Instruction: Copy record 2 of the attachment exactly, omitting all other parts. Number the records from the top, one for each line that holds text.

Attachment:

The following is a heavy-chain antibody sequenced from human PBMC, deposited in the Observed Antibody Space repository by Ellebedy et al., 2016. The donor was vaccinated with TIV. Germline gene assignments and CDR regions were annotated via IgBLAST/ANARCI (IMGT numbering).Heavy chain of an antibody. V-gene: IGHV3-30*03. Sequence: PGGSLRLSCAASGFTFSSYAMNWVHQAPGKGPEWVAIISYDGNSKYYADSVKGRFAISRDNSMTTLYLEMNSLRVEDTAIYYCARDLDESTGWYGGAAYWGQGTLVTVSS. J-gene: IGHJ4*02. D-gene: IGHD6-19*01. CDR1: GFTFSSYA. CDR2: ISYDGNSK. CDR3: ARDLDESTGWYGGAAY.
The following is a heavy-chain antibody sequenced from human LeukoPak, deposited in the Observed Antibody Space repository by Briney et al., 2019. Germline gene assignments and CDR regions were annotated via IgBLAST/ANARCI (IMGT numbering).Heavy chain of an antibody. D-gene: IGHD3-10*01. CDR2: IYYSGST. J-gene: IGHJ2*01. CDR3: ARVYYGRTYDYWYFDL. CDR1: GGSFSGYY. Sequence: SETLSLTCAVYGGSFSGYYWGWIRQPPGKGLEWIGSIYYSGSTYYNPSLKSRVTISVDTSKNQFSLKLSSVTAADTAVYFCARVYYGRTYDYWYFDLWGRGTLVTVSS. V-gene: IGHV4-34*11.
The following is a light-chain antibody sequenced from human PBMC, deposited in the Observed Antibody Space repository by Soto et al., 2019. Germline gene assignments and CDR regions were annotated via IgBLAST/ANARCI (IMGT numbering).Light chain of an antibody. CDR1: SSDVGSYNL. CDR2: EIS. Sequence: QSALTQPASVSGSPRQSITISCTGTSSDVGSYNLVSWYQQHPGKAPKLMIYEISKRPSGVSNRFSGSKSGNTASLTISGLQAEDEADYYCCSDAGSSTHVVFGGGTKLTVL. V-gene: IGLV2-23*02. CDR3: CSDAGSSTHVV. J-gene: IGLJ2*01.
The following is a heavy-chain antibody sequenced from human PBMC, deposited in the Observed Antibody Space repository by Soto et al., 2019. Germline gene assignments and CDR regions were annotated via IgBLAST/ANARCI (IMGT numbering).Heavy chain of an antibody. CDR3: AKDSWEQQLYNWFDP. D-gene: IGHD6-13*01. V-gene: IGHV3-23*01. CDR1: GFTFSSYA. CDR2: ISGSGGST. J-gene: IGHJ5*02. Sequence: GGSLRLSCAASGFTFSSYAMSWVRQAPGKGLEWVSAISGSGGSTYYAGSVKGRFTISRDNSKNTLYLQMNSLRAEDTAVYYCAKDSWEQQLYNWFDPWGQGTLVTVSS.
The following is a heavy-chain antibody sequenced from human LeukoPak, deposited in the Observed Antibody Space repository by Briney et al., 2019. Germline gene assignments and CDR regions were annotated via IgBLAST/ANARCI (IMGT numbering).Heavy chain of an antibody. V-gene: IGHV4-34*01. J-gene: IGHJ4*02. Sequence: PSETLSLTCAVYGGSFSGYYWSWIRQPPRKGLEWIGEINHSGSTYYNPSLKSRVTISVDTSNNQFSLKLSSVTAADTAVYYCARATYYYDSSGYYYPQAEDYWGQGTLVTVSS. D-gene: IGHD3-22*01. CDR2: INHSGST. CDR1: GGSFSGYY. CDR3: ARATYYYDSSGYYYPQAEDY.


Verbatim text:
The following is a heavy-chain antibody sequenced from human LeukoPak, deposited in the Observed Antibody Space repository by Briney et al., 2019. Germline gene assignments and CDR regions were annotated via IgBLAST/ANARCI (IMGT numbering).Heavy chain of an antibody. D-gene: IGHD3-10*01. CDR2: IYYSGST. J-gene: IGHJ2*01. CDR3: ARVYYGRTYDYWYFDL. CDR1: GGSFSGYY. Sequence: SETLSLTCAVYGGSFSGYYWGWIRQPPGKGLEWIGSIYYSGSTYYNPSLKSRVTISVDTSKNQFSLKLSSVTAADTAVYFCARVYYGRTYDYWYFDLWGRGTLVTVSS. V-gene: IGHV4-34*11.